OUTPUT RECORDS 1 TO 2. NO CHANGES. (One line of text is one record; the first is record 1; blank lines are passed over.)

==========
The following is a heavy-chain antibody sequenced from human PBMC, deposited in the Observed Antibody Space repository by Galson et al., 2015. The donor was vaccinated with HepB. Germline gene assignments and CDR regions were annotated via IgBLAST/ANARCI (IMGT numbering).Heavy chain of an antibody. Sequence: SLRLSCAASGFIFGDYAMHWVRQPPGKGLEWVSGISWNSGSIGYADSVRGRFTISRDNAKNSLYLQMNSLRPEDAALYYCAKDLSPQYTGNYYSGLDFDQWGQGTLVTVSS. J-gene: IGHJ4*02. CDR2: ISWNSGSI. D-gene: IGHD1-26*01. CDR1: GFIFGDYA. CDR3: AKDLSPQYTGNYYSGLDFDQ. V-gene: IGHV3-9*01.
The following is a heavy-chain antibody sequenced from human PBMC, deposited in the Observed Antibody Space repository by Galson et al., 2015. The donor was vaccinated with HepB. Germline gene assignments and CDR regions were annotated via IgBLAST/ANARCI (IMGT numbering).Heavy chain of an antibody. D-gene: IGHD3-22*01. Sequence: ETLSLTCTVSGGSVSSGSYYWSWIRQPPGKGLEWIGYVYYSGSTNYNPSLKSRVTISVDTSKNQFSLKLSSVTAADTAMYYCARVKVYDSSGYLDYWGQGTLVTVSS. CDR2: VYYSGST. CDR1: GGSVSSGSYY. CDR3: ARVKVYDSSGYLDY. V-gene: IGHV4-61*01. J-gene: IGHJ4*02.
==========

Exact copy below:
The following is a heavy-chain antibody sequenced from human PBMC, deposited in the Observed Antibody Space repository by Galson et al., 2015. The donor was vaccinated with HepB. Germline gene assignments and CDR regions were annotated via IgBLAST/ANARCI (IMGT numbering).Heavy chain of an antibody. Sequence: SLRLSCAASGFIFGDYAMHWVRQPPGKGLEWVSGISWNSGSIGYADSVRGRFTISRDNAKNSLYLQMNSLRPEDAALYYCAKDLSPQYTGNYYSGLDFDQWGQGTLVTVSS. J-gene: IGHJ4*02. CDR2: ISWNSGSI. D-gene: IGHD1-26*01. CDR1: GFIFGDYA. CDR3: AKDLSPQYTGNYYSGLDFDQ. V-gene: IGHV3-9*01.
The following is a heavy-chain antibody sequenced from human PBMC, deposited in the Observed Antibody Space repository by Galson et al., 2015. The donor was vaccinated with HepB. Germline gene assignments and CDR regions were annotated via IgBLAST/ANARCI (IMGT numbering).Heavy chain of an antibody. D-gene: IGHD3-22*01. Sequence: ETLSLTCTVSGGSVSSGSYYWSWIRQPPGKGLEWIGYVYYSGSTNYNPSLKSRVTISVDTSKNQFSLKLSSVTAADTAMYYCARVKVYDSSGYLDYWGQGTLVTVSS. CDR2: VYYSGST. CDR1: GGSVSSGSYY. CDR3: ARVKVYDSSGYLDY. V-gene: IGHV4-61*01. J-gene: IGHJ4*02.